Other Research Topics

— Nov 19, 2018
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The Flight of Capital From Canada

The Flight of Capital From Canada finds that a host of economic measures indicate that Canada continues to underperform when it comes to business investment, which is crucial for improving living standards and generating prosperity. Notably, from 2013 to 2017, Canadians increasingly invested abroad while at the same time, foreign direct investment in Canada dropped a staggering 55.1 per cent from 2013

— Nov 15, 2018
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Understanding Why Basic Auto Insurance Rates in BC Are So High

Understanding Why Basic Auto Insurance Rates in BC Are So High finds that drivers in British Columbia pay higher rates, in part, because ICBC doesn’t fully account for age when setting rates, so older, safer drivers pay more to subsidize younger, riskier drivers, who pay less than they otherwise would. Also, ICBC uses driver premiums to pay for non-insurance related costs—such as driver testing, driver and vehicle licensing and fine collection—which also drive up costs.

— Oct 23, 2018
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Natural Resource Regulation in Alberta

Natural Resource Regulation in Alberta finds that the province’s investment attractiveness has diminished in the eyes of oil, gas and mining executives, primarily due to the province’s increasing regulatory burden. Specifically, environmental regulations and the cost of complying with Alberta’s red tape are increasingly cited as reasons not to invest in the province.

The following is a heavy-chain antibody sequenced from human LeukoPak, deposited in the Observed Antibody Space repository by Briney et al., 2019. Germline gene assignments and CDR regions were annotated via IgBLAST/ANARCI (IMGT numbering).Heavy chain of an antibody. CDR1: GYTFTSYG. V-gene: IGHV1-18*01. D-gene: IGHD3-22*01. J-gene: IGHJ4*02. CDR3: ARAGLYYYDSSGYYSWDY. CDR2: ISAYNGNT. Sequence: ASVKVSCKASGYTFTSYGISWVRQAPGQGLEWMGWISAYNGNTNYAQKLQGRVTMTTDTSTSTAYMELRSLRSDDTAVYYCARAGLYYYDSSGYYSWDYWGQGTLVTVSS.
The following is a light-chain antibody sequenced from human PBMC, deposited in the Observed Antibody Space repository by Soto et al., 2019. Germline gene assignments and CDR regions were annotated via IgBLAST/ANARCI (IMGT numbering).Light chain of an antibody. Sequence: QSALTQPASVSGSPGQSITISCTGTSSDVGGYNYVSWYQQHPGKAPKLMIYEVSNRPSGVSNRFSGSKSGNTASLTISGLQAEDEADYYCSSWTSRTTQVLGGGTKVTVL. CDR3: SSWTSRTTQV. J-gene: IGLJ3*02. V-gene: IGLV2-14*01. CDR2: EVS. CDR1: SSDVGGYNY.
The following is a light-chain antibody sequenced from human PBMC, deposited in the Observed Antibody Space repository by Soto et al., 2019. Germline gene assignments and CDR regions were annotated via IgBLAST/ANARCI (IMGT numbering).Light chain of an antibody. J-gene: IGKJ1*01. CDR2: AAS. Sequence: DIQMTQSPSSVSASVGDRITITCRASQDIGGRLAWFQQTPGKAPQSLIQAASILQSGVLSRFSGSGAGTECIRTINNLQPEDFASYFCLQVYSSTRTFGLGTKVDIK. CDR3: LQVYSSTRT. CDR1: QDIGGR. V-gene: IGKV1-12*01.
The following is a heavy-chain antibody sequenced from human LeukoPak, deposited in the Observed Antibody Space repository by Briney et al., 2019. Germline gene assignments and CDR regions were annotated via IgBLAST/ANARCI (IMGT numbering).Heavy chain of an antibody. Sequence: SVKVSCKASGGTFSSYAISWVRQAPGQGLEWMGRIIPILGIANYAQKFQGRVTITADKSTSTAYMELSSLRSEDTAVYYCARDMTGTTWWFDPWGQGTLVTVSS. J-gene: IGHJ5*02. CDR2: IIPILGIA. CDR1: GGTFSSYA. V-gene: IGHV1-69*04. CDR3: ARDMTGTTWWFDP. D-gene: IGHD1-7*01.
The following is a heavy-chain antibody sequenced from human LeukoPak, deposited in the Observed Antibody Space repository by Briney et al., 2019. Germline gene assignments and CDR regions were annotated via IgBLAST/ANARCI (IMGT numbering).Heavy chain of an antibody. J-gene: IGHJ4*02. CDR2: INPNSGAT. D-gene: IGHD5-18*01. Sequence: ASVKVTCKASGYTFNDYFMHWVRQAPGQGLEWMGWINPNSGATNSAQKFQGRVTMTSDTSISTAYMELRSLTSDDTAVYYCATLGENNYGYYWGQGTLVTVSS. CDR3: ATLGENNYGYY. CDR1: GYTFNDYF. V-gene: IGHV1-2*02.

— Oct 23, 2018
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Strategies for Deregulation: Concepts and Evidence

Strategies for Deregulation: Concepts and Evidence outlines how other jurisdictions—for example, British Columbia in 2001 and the federal government in 2015—successfully reduced outdated regulations. Best practices include broad public consultations to identify regulations for elimination, requiring a net reduction of existing regulations, and specifically tasking an independent agency or government department to reduce regulations.

— Oct 18, 2018
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The Consequences of Electoral Reform in British Columbia

The Consequences of Electoral Reform in British Columbia finds that changing the province’s voting system to a form of proportional representation, or PR, would lead to bigger costlier provincial governments. In fact, governments elected under PR systems are nearly 30 per cent bigger than governments elected under first-past-the-post, based on election data from 26 countries between 2004 and 2015 (the most recent year of comparable data).

— Sep 19, 2018
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Creating Policy Calling Cards to Attract Business to Ontario finds that major reforms in different policy areas are required to make the province “open for business,” as the new government has pledged. Suggested reforms include: cutting corporate and personal income taxes, reducing business subsidies, lowering electricity costs and reforming the province’s labour laws.

— Sep 6, 2018
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The Impact of Proportional Representation on British Columbia’s Legislature and Voters

The Impact of Proportional Representation on British Columbia’s Legislature and Voters finds that changing British Columbia’s voting system to a form of proportional representation would give rise to smaller, single-issue parties, lead to more coalition governments and increase uncertainty in Victoria, based on an analysis of election data from 30 countries between 2000 and 2017.